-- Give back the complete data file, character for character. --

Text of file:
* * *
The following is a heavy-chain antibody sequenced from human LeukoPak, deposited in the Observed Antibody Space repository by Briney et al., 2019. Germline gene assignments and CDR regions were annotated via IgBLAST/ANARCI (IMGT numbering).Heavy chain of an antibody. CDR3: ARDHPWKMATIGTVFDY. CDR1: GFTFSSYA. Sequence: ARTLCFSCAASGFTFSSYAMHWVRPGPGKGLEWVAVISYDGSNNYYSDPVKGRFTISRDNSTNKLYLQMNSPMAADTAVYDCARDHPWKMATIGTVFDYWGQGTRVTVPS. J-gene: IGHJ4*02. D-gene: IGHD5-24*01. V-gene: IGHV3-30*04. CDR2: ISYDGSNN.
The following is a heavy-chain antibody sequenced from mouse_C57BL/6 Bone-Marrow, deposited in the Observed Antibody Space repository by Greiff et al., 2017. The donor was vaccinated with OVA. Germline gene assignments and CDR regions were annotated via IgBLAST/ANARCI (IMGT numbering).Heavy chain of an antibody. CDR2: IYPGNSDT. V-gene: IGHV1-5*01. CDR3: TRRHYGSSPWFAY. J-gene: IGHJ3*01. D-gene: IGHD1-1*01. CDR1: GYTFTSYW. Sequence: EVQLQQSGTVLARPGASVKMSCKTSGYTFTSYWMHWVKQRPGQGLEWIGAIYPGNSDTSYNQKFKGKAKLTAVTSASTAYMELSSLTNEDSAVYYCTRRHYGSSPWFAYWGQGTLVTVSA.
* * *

The following is a heavy-chain antibody sequenced from human LeukoPak, deposited in the Observed Antibody Space repository by Briney et al., 2019. Germline gene assignments and CDR regions were annotated via IgBLAST/ANARCI (IMGT numbering).Heavy chain of an antibody. CDR3: ARDHPWKMATIGTVFDY. CDR1: GFTFSSYA. Sequence: ARTLCFSCAASGFTFSSYAMHWVRPGPGKGLEWVAVISYDGSNNYYSDPVKGRFTISRDNSTNKLYLQMNSPMAADTAVYDCARDHPWKMATIGTVFDYWGQGTRVTVPS. J-gene: IGHJ4*02. D-gene: IGHD5-24*01. V-gene: IGHV3-30*04. CDR2: ISYDGSNN.
The following is a heavy-chain antibody sequenced from mouse_C57BL/6 Bone-Marrow, deposited in the Observed Antibody Space repository by Greiff et al., 2017. The donor was vaccinated with OVA. Germline gene assignments and CDR regions were annotated via IgBLAST/ANARCI (IMGT numbering).Heavy chain of an antibody. CDR2: IYPGNSDT. V-gene: IGHV1-5*01. CDR3: TRRHYGSSPWFAY. J-gene: IGHJ3*01. D-gene: IGHD1-1*01. CDR1: GYTFTSYW. Sequence: EVQLQQSGTVLARPGASVKMSCKTSGYTFTSYWMHWVKQRPGQGLEWIGAIYPGNSDTSYNQKFKGKAKLTAVTSASTAYMELSSLTNEDSAVYYCTRRHYGSSPWFAYWGQGTLVTVSA.